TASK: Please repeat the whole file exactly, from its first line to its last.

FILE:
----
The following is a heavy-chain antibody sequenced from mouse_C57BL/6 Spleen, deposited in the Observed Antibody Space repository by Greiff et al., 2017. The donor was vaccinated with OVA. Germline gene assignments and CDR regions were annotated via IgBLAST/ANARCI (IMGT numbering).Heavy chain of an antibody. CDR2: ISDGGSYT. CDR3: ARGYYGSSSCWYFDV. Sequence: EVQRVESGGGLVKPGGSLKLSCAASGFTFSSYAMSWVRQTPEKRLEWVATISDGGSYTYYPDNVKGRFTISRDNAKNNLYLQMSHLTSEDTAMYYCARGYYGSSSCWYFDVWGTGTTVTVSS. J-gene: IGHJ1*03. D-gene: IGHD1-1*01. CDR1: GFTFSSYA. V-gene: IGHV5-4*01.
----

The following is a heavy-chain antibody sequenced from mouse_C57BL/6 Spleen, deposited in the Observed Antibody Space repository by Greiff et al., 2017. The donor was vaccinated with OVA. Germline gene assignments and CDR regions were annotated via IgBLAST/ANARCI (IMGT numbering).Heavy chain of an antibody. CDR2: ISDGGSYT. CDR3: ARGYYGSSSCWYFDV. Sequence: EVQRVESGGGLVKPGGSLKLSCAASGFTFSSYAMSWVRQTPEKRLEWVATISDGGSYTYYPDNVKGRFTISRDNAKNNLYLQMSHLTSEDTAMYYCARGYYGSSSCWYFDVWGTGTTVTVSS. J-gene: IGHJ1*03. D-gene: IGHD1-1*01. CDR1: GFTFSSYA. V-gene: IGHV5-4*01.